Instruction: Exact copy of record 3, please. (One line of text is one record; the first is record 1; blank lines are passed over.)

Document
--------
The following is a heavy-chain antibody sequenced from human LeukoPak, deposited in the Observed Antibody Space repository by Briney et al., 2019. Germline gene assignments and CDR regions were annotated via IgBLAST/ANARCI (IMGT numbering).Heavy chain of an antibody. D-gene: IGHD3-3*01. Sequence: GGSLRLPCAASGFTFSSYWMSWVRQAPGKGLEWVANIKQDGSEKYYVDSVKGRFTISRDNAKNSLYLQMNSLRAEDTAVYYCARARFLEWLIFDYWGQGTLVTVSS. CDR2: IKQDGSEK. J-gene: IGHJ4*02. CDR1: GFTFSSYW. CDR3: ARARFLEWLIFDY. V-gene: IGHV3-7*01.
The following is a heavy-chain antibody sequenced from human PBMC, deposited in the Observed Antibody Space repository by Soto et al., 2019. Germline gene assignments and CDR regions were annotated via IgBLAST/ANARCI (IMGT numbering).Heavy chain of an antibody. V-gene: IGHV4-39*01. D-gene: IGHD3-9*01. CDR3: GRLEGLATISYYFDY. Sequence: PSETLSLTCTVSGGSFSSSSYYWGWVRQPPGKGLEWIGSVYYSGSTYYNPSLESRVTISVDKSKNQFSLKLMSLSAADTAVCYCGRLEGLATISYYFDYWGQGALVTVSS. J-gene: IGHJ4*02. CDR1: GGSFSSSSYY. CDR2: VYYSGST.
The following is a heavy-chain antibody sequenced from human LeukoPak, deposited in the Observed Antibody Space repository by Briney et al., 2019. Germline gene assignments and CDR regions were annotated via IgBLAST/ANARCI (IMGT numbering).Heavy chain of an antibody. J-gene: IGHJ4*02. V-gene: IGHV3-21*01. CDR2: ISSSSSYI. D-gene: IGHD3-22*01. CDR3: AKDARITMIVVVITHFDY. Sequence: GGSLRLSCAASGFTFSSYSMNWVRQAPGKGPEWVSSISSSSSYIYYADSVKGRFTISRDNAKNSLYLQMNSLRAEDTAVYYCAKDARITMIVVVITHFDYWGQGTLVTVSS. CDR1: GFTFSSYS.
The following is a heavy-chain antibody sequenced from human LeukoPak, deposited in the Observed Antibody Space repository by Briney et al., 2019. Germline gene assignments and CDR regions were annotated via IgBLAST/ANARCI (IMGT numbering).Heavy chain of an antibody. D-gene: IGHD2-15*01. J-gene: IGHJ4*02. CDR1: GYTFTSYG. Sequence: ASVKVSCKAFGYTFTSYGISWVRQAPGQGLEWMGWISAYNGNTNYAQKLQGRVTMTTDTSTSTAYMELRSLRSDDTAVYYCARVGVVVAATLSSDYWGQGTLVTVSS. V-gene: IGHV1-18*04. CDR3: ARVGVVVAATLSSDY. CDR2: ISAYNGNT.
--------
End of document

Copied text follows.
The following is a heavy-chain antibody sequenced from human LeukoPak, deposited in the Observed Antibody Space repository by Briney et al., 2019. Germline gene assignments and CDR regions were annotated via IgBLAST/ANARCI (IMGT numbering).Heavy chain of an antibody. J-gene: IGHJ4*02. V-gene: IGHV3-21*01. CDR2: ISSSSSYI. D-gene: IGHD3-22*01. CDR3: AKDARITMIVVVITHFDY. Sequence: GGSLRLSCAASGFTFSSYSMNWVRQAPGKGPEWVSSISSSSSYIYYADSVKGRFTISRDNAKNSLYLQMNSLRAEDTAVYYCAKDARITMIVVVITHFDYWGQGTLVTVSS. CDR1: GFTFSSYS.